YOKOHAMA – The Yokohama District Court accepted on Tuesday a petition for the retrial of a case involving repression of journalists and other people during World War II, after rejecting two previous petitions.
The case is widely known as the Yokohama Incident.
It comprised a series of repressive actions by special police against more than 60 people for allegedly publishing procommunist articles in a magazine called Kaizo. None of the five defendants who were demanding the retrial are still alive.
About 30 people were indicted on charges of violating the Peace Preservation Law, with most of them receiving two-year prison terms, suspended for three years, shortly after the end of the war.
The families of the five deceased defendants filed the third petition for a retrial in August 1998. The five were convicted after Aug. 14, 1945, when Japan accepted the Potsdam Declaration to officially end the war.
In handing down the decision, presiding Judge Hiroshi Yamura said two provisions in the Peace Preservation Law that applied to the five former defendants were rendered ineffective with the acceptance of the Potsdam Declaration.
Yamura also said the charges should be dismissed as prosecutors had no authority to file indictments.
There are four cases in which courts can rule the prosecutors have no authority to indict, one of them being when a law is abolished after the alleged crime is committed.
This provision would cover the Yokohama Incident, as the five were convicted between Aug. 29 and Sept. 15, 1945, and the Peace Preservation Law was abolished in October that year.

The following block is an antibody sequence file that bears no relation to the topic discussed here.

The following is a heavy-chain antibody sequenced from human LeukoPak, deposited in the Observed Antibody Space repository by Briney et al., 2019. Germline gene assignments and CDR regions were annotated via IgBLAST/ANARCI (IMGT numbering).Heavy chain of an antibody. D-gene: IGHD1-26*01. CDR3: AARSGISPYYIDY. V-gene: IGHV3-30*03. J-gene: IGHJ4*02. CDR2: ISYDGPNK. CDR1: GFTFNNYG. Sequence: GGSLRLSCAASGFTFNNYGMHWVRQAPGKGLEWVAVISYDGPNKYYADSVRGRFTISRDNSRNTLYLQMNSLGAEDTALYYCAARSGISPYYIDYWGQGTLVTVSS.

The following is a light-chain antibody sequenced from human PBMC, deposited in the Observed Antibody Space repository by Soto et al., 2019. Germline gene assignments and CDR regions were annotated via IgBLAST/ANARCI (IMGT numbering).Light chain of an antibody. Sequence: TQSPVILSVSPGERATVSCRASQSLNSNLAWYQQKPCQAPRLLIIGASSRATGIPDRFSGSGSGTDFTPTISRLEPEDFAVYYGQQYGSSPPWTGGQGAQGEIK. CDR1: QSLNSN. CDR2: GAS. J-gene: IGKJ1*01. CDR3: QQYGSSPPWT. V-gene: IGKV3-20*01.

Tuesday’s decision came 58 years after the five were convicted, with the court likely to dismiss the convictions on the grounds that the prosecutors had no authority to indict.
The last surviving defendant, Shosaku Itai, died of pneumonia March 31 at the age of 86.
“It would be unbearable if my life ended with me still being branded as a criminal,” he said before his death.
The court emphasized, however, that the ruling does not automatically mean the defendants were innocent.
Following the decision, officials of the Yokohama District Public Prosecutor’s Office said they plan to file an appeal immediately.
The lawyers for the petitioners said the decision is epoch-making, adding that a retrial would shed further light on the incident. Maki Kimura, 54, the widow of defendant Toru Kimura, said she felt for the first time that the court had made a humane decision, and expressed hope it would be the starting point in the restoration of the honor of the five. Her husband died in 1998 at age 82.When filing the earlier petitions, the defendants and the families said the police fabricated the incident by torturing the defendants. The third petition focused on the legal system at the time of the conviction. Makoto Oishi, a professor at Kyoto University and a constitutional expert, submitted testimony to the district court, saying the law had been effectively nullified by Japan’s acceptance of the Potsdam Declaration. Based on this testimony, the lawyers for the petitioners argued that the court’s previous rejections of the petitions were invalid as they were based on the nullified law and the court should have reached a verdict of not guilty or dismissed the case. The prosecutors had argued that the law was valid until it was abolished by an Imperial ordinance issued in October 1945.
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